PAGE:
Accused predator’s attorney gets an extension

Convicted rapist and former Port Orchard resident Richard Lynn Sauer will avoid prison a while longer, it appears.

Sauer, 26, is being held in Kitsap County Jail while his defense attorney prepares the case against Sauer’s second set of rape charges. Although the trial was supposed to begin Monday, Sauer’s attorney Larry Knappert successfully petitioned to have the trial date moved to April 7.

The reason? Knappert is having all the DNA evidence against Sauer independently re-tested — a process that can be unpredictably slow.

“The state came at this from a scientific viewpoint, so it’s going to take this long,” Knappert said.

He went on to say cases that rely on DNA or other genetic information often do drag on for months if not years.

Sauer is accused of raping a 20-year-old woman in the Long Lake area in July 2000.

According to the victim’s statement, Sauer threatened the victim with a pocket knife and told her to remove her clothing. He then threw her on the ground and raped her, cutting her hair and back with the knife.

The victim had a sexual assault examination done at Harrison Hospital immediately after the attack. However, the DNA samples collected from the victim were not matched against Sauer’s DNA until Sept. 13, when a forensic scientist entered Sauer’s DNA into the computer and matched him to the 2000 attack.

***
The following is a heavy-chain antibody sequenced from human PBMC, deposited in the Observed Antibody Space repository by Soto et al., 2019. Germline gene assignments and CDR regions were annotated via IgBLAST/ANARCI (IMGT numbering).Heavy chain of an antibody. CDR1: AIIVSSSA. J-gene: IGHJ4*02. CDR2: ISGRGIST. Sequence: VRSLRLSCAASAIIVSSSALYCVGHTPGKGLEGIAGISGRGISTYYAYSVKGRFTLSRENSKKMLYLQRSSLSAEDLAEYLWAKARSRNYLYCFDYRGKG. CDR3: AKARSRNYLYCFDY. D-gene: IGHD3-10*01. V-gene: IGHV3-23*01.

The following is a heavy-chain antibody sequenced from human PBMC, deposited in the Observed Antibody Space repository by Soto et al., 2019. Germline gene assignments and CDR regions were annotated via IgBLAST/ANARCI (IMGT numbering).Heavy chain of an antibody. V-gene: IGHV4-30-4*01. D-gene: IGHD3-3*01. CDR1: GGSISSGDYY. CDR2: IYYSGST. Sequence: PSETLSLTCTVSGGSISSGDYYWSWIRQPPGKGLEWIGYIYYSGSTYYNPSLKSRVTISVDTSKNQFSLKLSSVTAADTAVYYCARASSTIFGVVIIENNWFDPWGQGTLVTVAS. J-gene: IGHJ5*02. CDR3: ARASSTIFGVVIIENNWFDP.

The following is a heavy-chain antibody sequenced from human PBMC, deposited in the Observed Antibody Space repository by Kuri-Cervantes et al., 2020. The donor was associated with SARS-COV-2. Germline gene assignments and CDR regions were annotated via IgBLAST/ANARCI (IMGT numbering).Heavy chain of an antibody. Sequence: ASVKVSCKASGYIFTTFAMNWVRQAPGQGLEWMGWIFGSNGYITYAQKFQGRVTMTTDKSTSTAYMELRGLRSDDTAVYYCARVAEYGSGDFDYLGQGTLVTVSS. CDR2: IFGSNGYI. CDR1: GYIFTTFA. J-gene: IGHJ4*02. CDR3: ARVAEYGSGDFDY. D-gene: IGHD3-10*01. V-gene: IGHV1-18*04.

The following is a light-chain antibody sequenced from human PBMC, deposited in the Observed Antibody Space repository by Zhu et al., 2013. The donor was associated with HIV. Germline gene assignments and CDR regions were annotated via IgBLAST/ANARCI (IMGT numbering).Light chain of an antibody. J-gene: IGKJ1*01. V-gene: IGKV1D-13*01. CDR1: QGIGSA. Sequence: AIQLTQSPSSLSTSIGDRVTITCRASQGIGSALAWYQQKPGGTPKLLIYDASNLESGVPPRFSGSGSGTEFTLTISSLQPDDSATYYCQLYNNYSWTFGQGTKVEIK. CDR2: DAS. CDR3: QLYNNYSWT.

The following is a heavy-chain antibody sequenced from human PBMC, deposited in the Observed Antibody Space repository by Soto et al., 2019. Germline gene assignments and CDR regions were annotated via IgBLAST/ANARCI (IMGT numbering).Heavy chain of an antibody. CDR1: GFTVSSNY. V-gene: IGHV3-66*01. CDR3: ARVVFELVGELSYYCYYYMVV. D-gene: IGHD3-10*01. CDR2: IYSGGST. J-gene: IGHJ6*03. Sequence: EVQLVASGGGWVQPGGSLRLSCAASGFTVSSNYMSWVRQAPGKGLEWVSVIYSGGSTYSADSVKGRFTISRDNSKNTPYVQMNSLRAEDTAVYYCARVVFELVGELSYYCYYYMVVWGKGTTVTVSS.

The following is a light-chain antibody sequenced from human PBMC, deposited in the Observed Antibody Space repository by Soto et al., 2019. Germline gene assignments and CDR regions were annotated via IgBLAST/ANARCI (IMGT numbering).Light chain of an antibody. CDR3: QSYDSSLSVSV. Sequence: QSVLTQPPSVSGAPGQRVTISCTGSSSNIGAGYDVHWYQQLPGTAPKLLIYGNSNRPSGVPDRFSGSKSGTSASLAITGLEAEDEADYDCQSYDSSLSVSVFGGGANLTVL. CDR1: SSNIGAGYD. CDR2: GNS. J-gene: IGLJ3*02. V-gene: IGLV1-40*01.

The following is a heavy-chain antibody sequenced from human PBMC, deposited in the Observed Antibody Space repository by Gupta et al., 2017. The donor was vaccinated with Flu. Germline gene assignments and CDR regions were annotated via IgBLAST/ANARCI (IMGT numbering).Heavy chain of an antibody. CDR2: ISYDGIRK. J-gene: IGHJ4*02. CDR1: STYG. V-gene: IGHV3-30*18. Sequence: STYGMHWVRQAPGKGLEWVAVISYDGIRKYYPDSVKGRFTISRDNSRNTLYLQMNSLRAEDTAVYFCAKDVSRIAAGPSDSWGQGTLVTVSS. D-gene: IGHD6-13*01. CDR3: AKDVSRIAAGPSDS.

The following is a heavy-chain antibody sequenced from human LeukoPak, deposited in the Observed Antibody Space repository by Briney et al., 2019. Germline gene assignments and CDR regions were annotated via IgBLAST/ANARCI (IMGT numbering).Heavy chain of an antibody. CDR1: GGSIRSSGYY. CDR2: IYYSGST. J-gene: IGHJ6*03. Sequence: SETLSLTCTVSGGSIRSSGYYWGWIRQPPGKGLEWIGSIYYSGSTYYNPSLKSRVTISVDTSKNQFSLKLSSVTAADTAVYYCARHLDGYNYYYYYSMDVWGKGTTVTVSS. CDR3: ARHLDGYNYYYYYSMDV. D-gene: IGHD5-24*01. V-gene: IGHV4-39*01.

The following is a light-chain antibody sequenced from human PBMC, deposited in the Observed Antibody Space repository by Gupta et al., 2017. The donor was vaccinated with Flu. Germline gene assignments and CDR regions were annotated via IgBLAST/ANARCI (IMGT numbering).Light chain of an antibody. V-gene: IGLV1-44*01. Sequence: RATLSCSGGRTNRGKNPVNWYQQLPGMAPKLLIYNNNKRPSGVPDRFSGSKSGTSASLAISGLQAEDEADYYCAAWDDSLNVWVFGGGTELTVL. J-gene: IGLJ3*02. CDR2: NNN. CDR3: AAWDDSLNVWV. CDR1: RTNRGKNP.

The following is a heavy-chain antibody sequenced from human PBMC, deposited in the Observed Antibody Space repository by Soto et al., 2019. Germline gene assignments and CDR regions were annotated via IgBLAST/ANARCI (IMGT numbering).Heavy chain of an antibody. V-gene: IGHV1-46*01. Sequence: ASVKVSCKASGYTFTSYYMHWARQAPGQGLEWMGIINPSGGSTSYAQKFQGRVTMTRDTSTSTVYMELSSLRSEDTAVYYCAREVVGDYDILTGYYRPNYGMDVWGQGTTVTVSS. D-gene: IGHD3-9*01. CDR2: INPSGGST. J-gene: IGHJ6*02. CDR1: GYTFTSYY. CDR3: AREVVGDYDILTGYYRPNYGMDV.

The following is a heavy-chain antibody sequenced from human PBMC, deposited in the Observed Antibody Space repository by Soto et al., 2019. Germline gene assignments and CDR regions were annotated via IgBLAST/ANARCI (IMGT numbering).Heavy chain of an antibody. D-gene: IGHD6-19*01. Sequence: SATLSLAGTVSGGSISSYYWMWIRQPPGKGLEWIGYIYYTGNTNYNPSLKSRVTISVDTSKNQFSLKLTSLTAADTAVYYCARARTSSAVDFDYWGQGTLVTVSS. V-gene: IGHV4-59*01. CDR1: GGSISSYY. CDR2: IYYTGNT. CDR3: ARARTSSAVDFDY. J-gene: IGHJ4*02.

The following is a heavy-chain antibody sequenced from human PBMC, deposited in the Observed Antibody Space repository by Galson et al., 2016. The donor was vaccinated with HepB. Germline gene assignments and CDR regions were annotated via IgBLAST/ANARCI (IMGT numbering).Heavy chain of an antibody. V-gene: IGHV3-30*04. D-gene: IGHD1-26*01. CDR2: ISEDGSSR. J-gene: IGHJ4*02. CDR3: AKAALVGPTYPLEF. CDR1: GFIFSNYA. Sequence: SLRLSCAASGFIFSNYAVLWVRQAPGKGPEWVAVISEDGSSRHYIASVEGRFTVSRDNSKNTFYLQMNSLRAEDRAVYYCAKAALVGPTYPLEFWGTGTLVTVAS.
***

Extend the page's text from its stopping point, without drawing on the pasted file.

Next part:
At that time, Sauer was facing charges in a separate rape case, which occurred in 2002 in the victim’s South Kitsap apartment. Sauer was convicted of that crime and sentenced in November to almost 30 years in prison for first-degree rape and first-degree burglary.

Because Sauer now has a weighty offender score and a prior first-degree rape conviction, if he is convicted of first-degree rape with a deadly weapon for the 2000 attack, his sentence will likely be much higher.

In addition, Sauer could be forced to serve the sentences consecutively, further upping his time in prison.

Because of the complexity of the case and the scientific nature of the evidence involved, Knappert expects the trial, when it finally starts, could last for two weeks.

“If not more,” he said.

To try and streamline the inevitable procession of motions that will be filed between now and the trial, a judge has been pre-assigned to the case. Knappert said there will likely be much debate over whether to allow the prosecution to talk about Sauer’s 2002 attack during the trial for his alleged 2000 rape. A judge, in the end, will decide whether the information is admissible.

Knappert said the system usually works much better if the judge who makes that decision — and others — is the judge who ends up presiding over the trial as well.

“The point of a pre-assigned judge is to deal with specific issues all the way through,” he said. “It’s cleaner. It saves argument.”

Looking forward, Knappert said he does not expect any more delays in Sauer’s case. Although Sauer had to suspend his speedy trial rights to push the trial to April, Knappert said that suspension is not open-ended — he would need a reason to put the trial off again.

Because Sauer stands convicted of a another crime, he is not eligible for bonded release.

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